Monday, February 8, 2016

Old American Guy Souvenirs

When I was a little kid I would bug my father for money to buy souvenirs.  I was driven to bring something home, an acquisition that showed “I was there”, while my father was driven to keep my hands out of his pockets.  This is when I would hear his voice explaining once again to me that all that stuff was made in “Japan” and completely worthless.  Nowadays it seems that all the souvenir stuff found in shops around the world is made in China.  Here, Venetian souvenir shops have things produced in China, and many of the shop owners here are Chinese.  These are popular by tourists thinking they were made in Italy.

Now that I am way past that ignorant stage of  youth, what does an old American tourist like me bring home to Italy from a short trip to England?   My main strategic approach to shopping abroad has two items always on my list.  This  is limited only to what I can carry back in a small carry-on.  (No liquids, etc.)  My list began with  a quest to find food items not found in Italy.   Great Britain has one item I can never pass up— Cheddar Cheese.  (I do all the cooking in our home.)  Being raised in  New Mexico and Colorado,  I endeavor to build a taco and top it with sharp yellow cheese, and then stuff my enchiladas with Cheddar cheese.  If one finds this Cheddar Italy it is terribly expensive, While in Great Britain I stock up.  

With my backpack filled with cheese I head for a very large music store that has shelves packed with piano music of all levels of ability.  The pathetic piano shop in Padova, near where I live, is a tiny shop with music at a  difficulty which is beyond my capability.  Therefore,  Manchester is a gold mine that  I know from a previous visit several years ago . I was excited to have another chance to search for more playable books of pop, jazz, and classical.    With so much music on the shelves it  becomes tedious work, but worth the  several hours of looking to find something suitable.

With those goals met now it was time to enjoy the sights.  First up was the John Rylands Library, a very old historical Victorian library,  which was actually considered to be used in the Harry Potter Movies as their school library.  Unfortunately Manchester’s library was not chosen, but you can see why they were a top choice.  The place looks old, smells old, and feels old.  They  still use the old victorian toilets.   They also have on display some of the earliest printed books in existence, manuscript collections and an old still functioning  printing press.
I pulled up a chair and just sat in the middle of the reading room and thought about the people who built this place and the people who came here to learn.  Having access to libraries at the time it was built helped grow the middle class by offering knowledge.  The stained glass and the staircases and the architecture do give you a bit of a spooky feeling.   ……Vampires, and chains in the night come to mind.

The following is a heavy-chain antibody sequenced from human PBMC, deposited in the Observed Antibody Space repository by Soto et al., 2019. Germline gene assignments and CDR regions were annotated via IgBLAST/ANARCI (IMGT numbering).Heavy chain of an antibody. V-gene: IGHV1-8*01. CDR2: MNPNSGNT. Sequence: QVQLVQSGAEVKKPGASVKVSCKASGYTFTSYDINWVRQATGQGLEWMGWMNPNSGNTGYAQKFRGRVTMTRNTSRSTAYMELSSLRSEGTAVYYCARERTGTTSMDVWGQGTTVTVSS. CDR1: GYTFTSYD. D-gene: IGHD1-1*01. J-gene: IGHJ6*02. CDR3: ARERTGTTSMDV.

The second day I took a train to Liverpool with my main objective to see where the Beatles performed during their very beginning stages.  Group after group, mostly men, posed for photos outside the Cavern, the famous pub/stage that is still open for business.  Just across the street is Lennon’s Bar, where John Lennon evidentially hung out. 
The rest of Liverpool to me seems like one humongous shopping mall so I headed to the waterfront,  where there was one large schooner and several large boats.  The scenery had a nice contrast of modern structures and much older ones.  Otherwise there was not much action, as most Liverpudlians were at the stadium for the big game.  How about that for a name?

Because my knee is still healing I took a taxi back to the Lime Street Train Station and the driver dropped me off at a popular pub, the Crown.  One inside, the plates of food that went by to other tables convinced me that I was in the right place.  But it was not just the food, take a look at the ceiling.  I find this quite amazing, a lost art, nowadays.

In another pub back in Manchester I enjoyed watching the local fans viewing a soccer game, they lifted their heads in a one for all all for one spirit, and in loud and boisterous voices sang their patriotic team song along with the tv crowd.  Their emotionally charged hands waved, as if on stage, and raising glasses of dark beer, they cheered their team on towards victory.  
The next day, America would be watching the Super Bowl and singing the National Anthem with Lady Gaga (I guess it was her, no Super Bowl on tv here). 

We are not so unalike, all residents of a smaller world.  And the souvenirs can be a lot  more fun.
Lamb Stew, Specialty of England

1 comment:

Kerry Sayers said...

I felt like I travelled with you! I live Manchester and I'm lucky to live less than half an hour away from the centre. There is a fantastic music shop in the town I live in. I could always be found there on a Saturday when I was a teenager. I'm glad you seemed to enjoy a bit of English coulture!